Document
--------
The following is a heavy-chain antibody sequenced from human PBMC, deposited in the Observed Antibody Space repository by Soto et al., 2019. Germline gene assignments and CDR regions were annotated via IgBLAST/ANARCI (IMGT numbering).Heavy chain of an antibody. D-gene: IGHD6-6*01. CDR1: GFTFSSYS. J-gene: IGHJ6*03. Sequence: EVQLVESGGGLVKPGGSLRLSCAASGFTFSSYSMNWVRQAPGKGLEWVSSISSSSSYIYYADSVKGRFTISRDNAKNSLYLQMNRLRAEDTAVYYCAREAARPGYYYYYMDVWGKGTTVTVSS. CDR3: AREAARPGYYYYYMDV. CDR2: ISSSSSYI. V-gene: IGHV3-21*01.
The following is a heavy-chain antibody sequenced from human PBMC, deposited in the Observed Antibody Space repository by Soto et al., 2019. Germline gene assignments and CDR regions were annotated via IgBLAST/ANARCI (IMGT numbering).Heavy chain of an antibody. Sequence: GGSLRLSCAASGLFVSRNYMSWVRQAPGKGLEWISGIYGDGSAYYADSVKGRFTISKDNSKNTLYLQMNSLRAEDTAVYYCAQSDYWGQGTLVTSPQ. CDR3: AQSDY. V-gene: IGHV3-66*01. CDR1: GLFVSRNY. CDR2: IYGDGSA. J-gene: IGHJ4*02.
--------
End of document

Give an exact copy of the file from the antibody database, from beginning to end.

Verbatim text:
The following is a heavy-chain antibody sequenced from human PBMC, deposited in the Observed Antibody Space repository by Soto et al., 2019. Germline gene assignments and CDR regions were annotated via IgBLAST/ANARCI (IMGT numbering).Heavy chain of an antibody. D-gene: IGHD6-6*01. CDR1: GFTFSSYS. J-gene: IGHJ6*03. Sequence: EVQLVESGGGLVKPGGSLRLSCAASGFTFSSYSMNWVRQAPGKGLEWVSSISSSSSYIYYADSVKGRFTISRDNAKNSLYLQMNRLRAEDTAVYYCAREAARPGYYYYYMDVWGKGTTVTVSS. CDR3: AREAARPGYYYYYMDV. CDR2: ISSSSSYI. V-gene: IGHV3-21*01.
The following is a heavy-chain antibody sequenced from human PBMC, deposited in the Observed Antibody Space repository by Soto et al., 2019. Germline gene assignments and CDR regions were annotated via IgBLAST/ANARCI (IMGT numbering).Heavy chain of an antibody. Sequence: GGSLRLSCAASGLFVSRNYMSWVRQAPGKGLEWISGIYGDGSAYYADSVKGRFTISKDNSKNTLYLQMNSLRAEDTAVYYCAQSDYWGQGTLVTSPQ. CDR3: AQSDY. V-gene: IGHV3-66*01. CDR1: GLFVSRNY. CDR2: IYGDGSA. J-gene: IGHJ4*02.